Northwestern Press

Saturday, February 22, 2020
PRESS PHOTO BY SUSAN BRYANTSherry Lynch holds her 8-year-old Pomeranian Therapy Dog, Sonny, during a visit on Feb. 9 to the dog park in Upper Macungie Township Park, Fogelsville. PRESS PHOTO BY SUSAN BRYANTSherry Lynch holds her 8-year-old Pomeranian Therapy Dog, Sonny, during a visit on Feb. 9 to the dog park in Upper Macungie Township Park, Fogelsville.

Sonny the Pom provides calm for students

Wednesday, February 12, 2020 by Bernadette Sukley Special to The Press in Local News

Sonny, an 8-year-old Pomeranian and his companion, Sherry Lynch, recently visited Northwestern Lehigh High School to help students decrease stress during exam week.

Lynch and Sonny, members of Lehigh Valley Therapy Dogs, visited with 180 students and staff.

Students could visit with the 6-pound Pomeranian during exams to benefit from his calming energy.

According to a Washington State University study, petting animals, even if they are not one’s own, for 10 minutes, lowers stress levels.

Therapy Dogs are trained to provide affection, comfort and support to people in hospitals, nursing homes, schools, and other locations where there has been trauma, stress or anxiety.

Lynch doesn’t mind if Sonny steals the show. She knew Sonny was made for this sort of work at a very early age.

“I bred him and I just knew he had the personality for this,” she said.

Lynch knows what she’s talking about.

“I’ve been involved in training dogs for 20 years,” she stated. “I even appeared on the Animal Planet show “Pet Star,” with Mario Lopez.”

She notes not all dogs, even if they have a calm disposition, are suited to offer therapy to humans.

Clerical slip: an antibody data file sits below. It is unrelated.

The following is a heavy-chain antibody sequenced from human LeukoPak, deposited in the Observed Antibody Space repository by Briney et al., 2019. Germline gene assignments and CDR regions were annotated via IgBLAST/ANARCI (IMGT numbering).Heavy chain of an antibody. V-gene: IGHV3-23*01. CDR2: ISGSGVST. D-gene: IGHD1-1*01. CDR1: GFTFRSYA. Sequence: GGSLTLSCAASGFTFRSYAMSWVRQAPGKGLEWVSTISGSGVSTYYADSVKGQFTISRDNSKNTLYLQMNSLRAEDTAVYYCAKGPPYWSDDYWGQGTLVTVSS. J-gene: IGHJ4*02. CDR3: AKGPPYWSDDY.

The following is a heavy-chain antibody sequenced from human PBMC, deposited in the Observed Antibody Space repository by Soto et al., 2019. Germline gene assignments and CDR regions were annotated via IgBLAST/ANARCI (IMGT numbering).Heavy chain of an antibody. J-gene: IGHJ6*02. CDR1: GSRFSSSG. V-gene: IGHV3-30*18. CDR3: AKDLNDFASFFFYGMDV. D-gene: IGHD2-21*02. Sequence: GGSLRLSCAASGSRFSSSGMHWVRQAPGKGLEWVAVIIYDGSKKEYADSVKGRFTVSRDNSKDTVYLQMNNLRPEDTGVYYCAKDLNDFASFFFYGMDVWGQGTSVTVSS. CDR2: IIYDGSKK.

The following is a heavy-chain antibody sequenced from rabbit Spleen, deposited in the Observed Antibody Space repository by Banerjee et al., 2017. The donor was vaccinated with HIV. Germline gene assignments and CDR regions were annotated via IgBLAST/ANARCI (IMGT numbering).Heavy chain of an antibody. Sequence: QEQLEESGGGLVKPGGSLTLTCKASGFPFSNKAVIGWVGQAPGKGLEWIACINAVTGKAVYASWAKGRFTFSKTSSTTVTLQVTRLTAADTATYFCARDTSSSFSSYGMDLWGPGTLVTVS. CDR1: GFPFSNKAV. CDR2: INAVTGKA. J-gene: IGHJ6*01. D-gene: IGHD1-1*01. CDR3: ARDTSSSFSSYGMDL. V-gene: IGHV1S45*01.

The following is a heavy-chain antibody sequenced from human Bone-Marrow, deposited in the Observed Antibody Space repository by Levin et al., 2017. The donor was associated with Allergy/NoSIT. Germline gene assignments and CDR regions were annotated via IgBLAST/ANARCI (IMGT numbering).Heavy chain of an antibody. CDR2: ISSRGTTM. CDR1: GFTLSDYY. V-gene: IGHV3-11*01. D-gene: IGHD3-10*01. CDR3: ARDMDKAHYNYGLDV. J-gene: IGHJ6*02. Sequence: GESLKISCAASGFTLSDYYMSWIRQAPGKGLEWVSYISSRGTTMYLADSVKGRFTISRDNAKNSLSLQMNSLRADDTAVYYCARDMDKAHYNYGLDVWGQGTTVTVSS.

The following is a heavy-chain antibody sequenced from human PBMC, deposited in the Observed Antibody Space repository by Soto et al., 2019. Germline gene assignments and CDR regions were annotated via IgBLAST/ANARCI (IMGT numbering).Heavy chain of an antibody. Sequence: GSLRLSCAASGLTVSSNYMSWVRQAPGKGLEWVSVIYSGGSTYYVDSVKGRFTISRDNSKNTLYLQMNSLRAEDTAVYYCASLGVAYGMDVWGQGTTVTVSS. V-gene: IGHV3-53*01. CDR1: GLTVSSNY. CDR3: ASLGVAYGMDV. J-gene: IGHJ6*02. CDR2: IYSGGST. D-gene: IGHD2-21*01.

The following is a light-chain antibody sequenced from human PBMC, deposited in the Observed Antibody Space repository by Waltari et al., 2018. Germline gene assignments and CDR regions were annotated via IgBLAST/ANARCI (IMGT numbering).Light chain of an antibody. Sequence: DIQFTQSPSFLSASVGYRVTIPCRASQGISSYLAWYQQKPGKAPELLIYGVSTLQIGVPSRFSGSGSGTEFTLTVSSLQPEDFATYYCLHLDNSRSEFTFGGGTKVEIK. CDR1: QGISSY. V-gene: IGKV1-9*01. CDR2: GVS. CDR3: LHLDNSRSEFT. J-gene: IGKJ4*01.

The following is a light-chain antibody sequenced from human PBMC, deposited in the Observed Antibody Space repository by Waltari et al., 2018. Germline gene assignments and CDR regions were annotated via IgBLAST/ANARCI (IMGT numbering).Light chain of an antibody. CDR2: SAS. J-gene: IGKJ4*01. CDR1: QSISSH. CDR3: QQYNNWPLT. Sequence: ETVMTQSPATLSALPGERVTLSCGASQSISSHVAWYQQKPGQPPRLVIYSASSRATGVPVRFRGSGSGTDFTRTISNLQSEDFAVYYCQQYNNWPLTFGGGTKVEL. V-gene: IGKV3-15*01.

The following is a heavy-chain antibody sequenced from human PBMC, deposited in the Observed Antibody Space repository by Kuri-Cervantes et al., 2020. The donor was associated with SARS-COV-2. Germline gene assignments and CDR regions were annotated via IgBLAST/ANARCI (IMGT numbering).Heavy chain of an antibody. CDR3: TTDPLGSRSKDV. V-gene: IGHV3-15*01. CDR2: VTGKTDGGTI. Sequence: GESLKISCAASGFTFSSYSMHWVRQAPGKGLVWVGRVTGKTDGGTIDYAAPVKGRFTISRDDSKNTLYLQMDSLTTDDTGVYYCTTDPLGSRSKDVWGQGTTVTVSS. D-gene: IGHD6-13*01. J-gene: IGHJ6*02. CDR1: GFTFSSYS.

“You need to have certain characteristics,” Lynch stated. “For example, you have to make sure the dog is comfortable on elevators, and with equipment, like wheelchairs.”

Lynch said in addition, the dog has to have a nonreactive manner with regard to other dogs and has to be able to handle loud noises well.

“He can flinch, but not head for the hills,” she stated. “Some dogs because of their size, aren’t a good match for younger children. And some people, even those more seasoned (nursing home residents) aren’t keen on having visits from dogs.”

Lynch said she likes the students who are at the middle school age and older.

“Because they are respectful of Sonny’s size and it’s not like they’re dropping toys on Sonny’s head.”

Lynch added although some students want to cuddle, dogs are trained not to lick their faces.

“Sonny can tell me when he’s had enough,” Lynch said. “After about two hours of visiting with students, Sonny was ready to go. He just barked a couple times and I knew he was ready to leave.

“The primary rule at Lehigh Valley Therapy Dogs is a dog must be allowed to say no.”

Lynch loves what she does.

“I think of it as charity — my way of giving to the community,” she said. “I love sharing my dog with people.

“Sonny’s personality is something that has to be shared.”

Sonny and Lynch have also visited college campuses, including Muhlenberg and Kutztown.

Lynch said schools, Scouts or other organizations may contact Ann Marie Markowitz, visit coordinator for LVTD, who pairs teams with the location and situation.

“We have been invited back to Northwestern Lehigh High School from 10:15 a.m. to noon on May 28,” Lynch said.

“I have already accepted the invitation through our visit coordinator.”